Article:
Two year old Neema Mramba and her twin sister live with their grandmother in a village called Matsangoni in Kilifi.
When Neema awoke at 3 am on Sunday night, she appeared confused. ‘Neema’s head was hot, so I gave her some drugs I had picked up from the dispensary a while ago,’ says Bahati Chengo, Neema’s grandmother.

The fever subsided but Neema started to fit and in a panic, Ms Bahati called her sister who lived nearby. At the first light of day, the women made their way to Matsangoni dispensary. From there, Neema and her grandmother were rushed to the Kilifi District hospital.
By the time Neema arrived at the hospital, she was having difficulty breathing, was drowsy and had a rapid heart rate. Her hands and feet were cold. Neema was in shock. She was immediately put on a slow drip of intravenous fluid as investigations for the likely cause of her illness continued. According to the WHO guidelines, children like Neema should receive fluids by drip very rapidly but a new study, named Feast, suggests that this would be detrimental.
The Fluid Expansion as Supportive Therapy (Feast) clinical trial begun in six sites within the East African region in January 2009 and was stopped in January 2011. Prof. Sarah Kiguli was the chief principal investigator overlooking four sites in Uganda where the study was conducted. These were Mulago National Referral Hospital in Kampala, Mbale and Soroti in Eastern Uganda; and a mission hospital in Lacor, North Uganda.

The Tanzanian team at Tuele hospital in Muheza was lead by Dr George Mtowe while the Kenyan study was headed by Dr Sam Akech. The Kenyan group at the KEMRI Wellcome Trust Programme, Kilifi were also responsible for the management of the whole trial including monitoring and critically reviewing the quality of the conduct of the study.
In most hospitals in Africa, shock is not recognised and children admitted for shock receive fluids by drip slowly in order to replace that which the child would normally have drunk. The Feast study sought to find out whether following the international and WHO guidelines of rapid fluid administration for children in shock would be better than the current practice of slow infusion of fluids.
The study intended to recruit 3,600 children but was stopped prematurely as per advice from the independent data and safety monitoring committee. The committee had analysed the data and found that following the WHO guidelines of treating shock by administering fluids by drip rapidly to children in shock was of no benefit, indeed the results showed that survival was better in the group who did not receive fluid rapidly.
“The results surprised me,” said Prof Kiguli. “This was because the results went against the recommendations of the WHO and the normal practice in wealthy countries. The Feast study had shown that with every 100 children that received fluids rapidly by drip, 3 deaths occurred purely as a result of the treatment.
“Feast was the only a trial that evaluated the speed and volume of fluid given to a sick child. The international practice of rapidly giving fluids to children in shock due to infectious diseases was not backed by evidence from clinical trials,” Dr Akech said.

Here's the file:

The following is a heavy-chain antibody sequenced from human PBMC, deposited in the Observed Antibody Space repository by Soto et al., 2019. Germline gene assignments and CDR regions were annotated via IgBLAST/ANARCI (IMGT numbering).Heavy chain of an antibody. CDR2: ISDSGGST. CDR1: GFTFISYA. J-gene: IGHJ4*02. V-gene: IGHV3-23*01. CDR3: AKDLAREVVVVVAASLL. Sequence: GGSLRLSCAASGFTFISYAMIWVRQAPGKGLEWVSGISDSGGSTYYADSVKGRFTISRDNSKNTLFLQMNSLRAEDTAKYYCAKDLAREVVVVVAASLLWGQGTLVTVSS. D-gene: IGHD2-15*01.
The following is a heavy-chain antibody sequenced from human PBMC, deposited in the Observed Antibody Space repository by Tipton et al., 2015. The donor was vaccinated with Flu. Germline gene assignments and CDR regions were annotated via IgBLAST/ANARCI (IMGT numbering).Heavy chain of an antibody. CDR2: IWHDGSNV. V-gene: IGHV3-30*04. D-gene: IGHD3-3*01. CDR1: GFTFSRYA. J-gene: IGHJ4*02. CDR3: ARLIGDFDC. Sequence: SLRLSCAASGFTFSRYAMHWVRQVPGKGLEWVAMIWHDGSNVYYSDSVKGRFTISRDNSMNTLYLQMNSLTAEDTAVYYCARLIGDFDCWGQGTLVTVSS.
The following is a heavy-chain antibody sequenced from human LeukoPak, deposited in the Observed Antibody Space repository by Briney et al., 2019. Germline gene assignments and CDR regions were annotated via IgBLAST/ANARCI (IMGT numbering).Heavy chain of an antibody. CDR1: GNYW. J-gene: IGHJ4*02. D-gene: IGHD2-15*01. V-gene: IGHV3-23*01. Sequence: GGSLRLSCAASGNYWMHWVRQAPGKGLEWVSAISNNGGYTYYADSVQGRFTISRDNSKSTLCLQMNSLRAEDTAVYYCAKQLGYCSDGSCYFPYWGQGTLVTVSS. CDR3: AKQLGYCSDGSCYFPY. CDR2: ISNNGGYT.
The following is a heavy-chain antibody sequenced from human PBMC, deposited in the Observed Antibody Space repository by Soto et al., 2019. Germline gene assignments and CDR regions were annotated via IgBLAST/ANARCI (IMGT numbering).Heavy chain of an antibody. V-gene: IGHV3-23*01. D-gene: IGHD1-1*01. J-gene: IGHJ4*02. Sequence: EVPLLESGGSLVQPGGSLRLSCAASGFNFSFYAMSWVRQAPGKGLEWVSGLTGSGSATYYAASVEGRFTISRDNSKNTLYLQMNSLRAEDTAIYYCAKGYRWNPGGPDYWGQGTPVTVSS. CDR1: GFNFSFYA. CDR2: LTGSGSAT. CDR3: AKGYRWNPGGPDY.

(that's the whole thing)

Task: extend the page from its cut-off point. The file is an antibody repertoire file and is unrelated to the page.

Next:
Neema Mramba was diagnosed with bacterial infection of the blood and treated accordingly. She was among the first few children benefiting from the findings of the Feast trial, unfortunately, she passed away after two days in hospital.
Across Africa, the mortality rate for shock in children ranges from 11 per cent in hospitals with a good system of care to 22 per cent in others. In the Feast trial, out of the children with shock that were treated with fluid drip rapidly, 11 per cent died, while deaths among those that received the fluid drip slowly was down to 7.5 percent.
Although the percentage difference may appear insignificant, the numbers of children affected is that suffer from shock every year is very large.
If we take the case of the current study, about 3,000 children were admitted with shock from only six hospitals in the East African region over two years. If all these children were given fluid rapidly, about 330 children would die, whereas if they had been put on slow infusion of fluids, 225 children would die.
A surplus 105 children would then die as a result of treatment with rapid drip and not as a result of the shock. Bear in mind that one in every 10 children admitted in hospitals across the continent are in shock.
The number of children’s lives that would be saved by changing the way fluids are given to children in shock would greatly reduce the overall mortality rates in most hospitals.
 “Clinicians were being trained across various hospitals to identify shock and treat it with rapid infusion of fluids according to the WHO guidelines. This practice was just beginning to catch up so these results are very timely,” said Dr Akech.
Feast underscores the need for African researchers to re-think recommendations based on research carried out outside the continent.
“African children are not different from those in western countries but their circumstances are different. They are exposed to a different profile of illnesses, for example there is hardly any malaria in the countries where a lot of the practice is based on.
The hospitals where most African children go for care may also lack facilities to for example resuscitate children who deteriorate fast and therefore require a more cautious approach in the treatments offered.
The trial illustrates that African clinical researchers need to look again at the diseases that most affect our children, how we manage them and whether the current management practices are the most appropriate,’ Dr Sam Akech said.
 Source: The East African


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